How Is Each State Progressing on its Value-Based Care Journey?

April 16, 2019
Change Healthcare again conducted a review of all U.S. states’ approaches to value-based payment

Value-based care (VBC) programs are increasingly thriving across the U.S., with a seven-fold increase in the number of states implementing such initiatives in the past five years, according to a new report from Nashville-based Change Healthcare.

The paper, Value-Based Care in America: State-by-State, is the second national study of state healthcare payment (VBP) programs published by Change Healthcare, officials of the company stated. The study found that 48 states (including the District of Columbia and Puerto Rico) have now implemented value-based care or payment programs, and 50 percent of those programs are multi-payer in scope, while just four states have little or no value-based care initiatives underway.

The study also highlighted six states with well-developed value-based care strategies in place four years or more, 34 with initiatives two or more years into implementation, and eight states in early stage development.

Some other noteworthy findings included: accountable care organizations (ACOs) and ACO-like entities are in place or considered in 22 states, and 16 states established or are planning bundled-payment programs. Three states—New York, Pennsylvania, and Vermont—are noteworthy for the broad scope of their breadth of initiatives, embrace of payment models that involve shared risk, and willingness to test innovative strategies, the researchers pointed out.

Over time, the number of states with value-based reimbursement programs has significantly increased. In 2008, Change Healthcare found there to be just one state with such a program; in 2013, six states, and in 2014, 14 states. Now, every state/territory—all but Mississippi, Georgia, West Virginia and Indiana—have implemented a VBC program. And, more than 20 states have evolved their value-based care efforts since the prior study.

As the report’s authors noted, among public payers, the Centers for Medicare & Medicaid Services (CMS) has taken a leadership role in implementing value-based payments. The Obama administration set a goal in 2014 of tying 30 percent of Medicare payments to value by 2016 and 90 percent by 2018.

As a result, numerous value-based payment initiatives have been created by the Centers for Medicare and Medicaid Services Innovation Center (CMMI), including the creation of the Health Care Payment & Learning Action Network (HCP-LAN), a public-private partnership aimed at spurring payment innovation in the healthcare system at-large. Congress also has passed major legislation (PAMA and MACRA) that require value-based payment in Medicare.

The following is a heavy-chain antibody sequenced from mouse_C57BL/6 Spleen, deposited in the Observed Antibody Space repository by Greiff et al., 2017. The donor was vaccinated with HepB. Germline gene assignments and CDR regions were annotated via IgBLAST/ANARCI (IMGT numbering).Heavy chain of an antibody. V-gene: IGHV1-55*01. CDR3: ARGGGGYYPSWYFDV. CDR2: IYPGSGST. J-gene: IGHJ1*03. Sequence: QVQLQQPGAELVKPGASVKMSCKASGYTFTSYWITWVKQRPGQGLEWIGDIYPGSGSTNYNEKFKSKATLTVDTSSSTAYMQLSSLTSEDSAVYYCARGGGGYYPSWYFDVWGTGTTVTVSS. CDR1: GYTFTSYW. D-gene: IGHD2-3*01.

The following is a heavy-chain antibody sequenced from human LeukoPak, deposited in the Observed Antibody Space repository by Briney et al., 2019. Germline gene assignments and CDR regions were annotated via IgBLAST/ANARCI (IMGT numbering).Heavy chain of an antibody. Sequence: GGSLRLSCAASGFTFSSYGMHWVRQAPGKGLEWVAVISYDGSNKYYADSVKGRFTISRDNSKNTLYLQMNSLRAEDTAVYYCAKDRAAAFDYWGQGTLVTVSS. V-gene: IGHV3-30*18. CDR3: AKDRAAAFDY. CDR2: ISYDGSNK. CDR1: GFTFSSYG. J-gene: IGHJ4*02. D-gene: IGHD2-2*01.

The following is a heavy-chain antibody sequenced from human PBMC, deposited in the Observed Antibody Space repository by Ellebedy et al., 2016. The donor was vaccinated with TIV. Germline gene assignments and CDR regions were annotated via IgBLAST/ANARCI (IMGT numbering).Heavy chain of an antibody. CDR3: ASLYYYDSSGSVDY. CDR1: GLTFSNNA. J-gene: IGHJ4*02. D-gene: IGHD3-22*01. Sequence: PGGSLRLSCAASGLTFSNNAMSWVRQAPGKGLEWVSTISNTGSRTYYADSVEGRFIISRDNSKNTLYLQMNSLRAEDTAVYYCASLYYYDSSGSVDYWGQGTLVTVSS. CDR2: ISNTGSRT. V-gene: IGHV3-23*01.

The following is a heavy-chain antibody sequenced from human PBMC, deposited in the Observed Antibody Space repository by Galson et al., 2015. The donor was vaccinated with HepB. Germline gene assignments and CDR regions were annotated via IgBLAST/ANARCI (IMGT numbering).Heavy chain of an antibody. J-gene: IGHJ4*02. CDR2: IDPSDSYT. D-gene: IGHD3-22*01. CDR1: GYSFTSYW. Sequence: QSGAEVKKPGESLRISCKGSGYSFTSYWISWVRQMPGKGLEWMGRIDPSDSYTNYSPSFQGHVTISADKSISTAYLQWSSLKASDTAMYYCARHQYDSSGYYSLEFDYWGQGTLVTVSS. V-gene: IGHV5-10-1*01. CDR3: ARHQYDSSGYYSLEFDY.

But according to the report’s authors, “While Medicare is obviously an influential player in the healthcare system, states retain significant authority over their regional healthcare market and can play a critical role in moving healthcare toward value. Medicaid now provides coverage for 21 percent of the covered lives in the U.S., behind employer-based coverage at 49 percent but ahead of Medicare at an estimated 14 percent.”

As such, Change Healthcare set out to conduct another review of state value-based payment reform initiatives. The researchers gathered information from a variety of sources, including state resources, federal government resources, and contractors that participate in state-initiated value-based payment programs, to name a few.

For the research, Change Healthcare officials relied on the consensus alternative payment model (APM) framework developed by HCP-LAN, which they believe provides a useful starting point for understanding and communicating the taxonomy of value-based payment models.

The framework establishes four categories of payment: Category 1, or fee-for-service; Category 2, which are fee-for-service payments with a link to quality and value; Category 3, which are alternative payments based on fee-for-service with either shared savings or shared savings and risk, including episode-based payments; and Category 4, which are population-based payments, which provide a risk-adjusted per-patient payment to providers that agree to manage all care for a patient or for a particular condition.

“Much of the public’s attention is focused on the federal government’s role in catalyzing healthcare payment reform, but the significant work being done at the state level is no less important and meaningful,” Carolyn Wukitch, senior vice president & general manager, network and financial management, Change Healthcare, said in a statement, “Based on the report, it’s obvious that managed Medicaid programs are actively exploring numerous VBP models, and that states implementing more advanced strategies around healthcare payment transformation will ultimately drive the commercial markets.”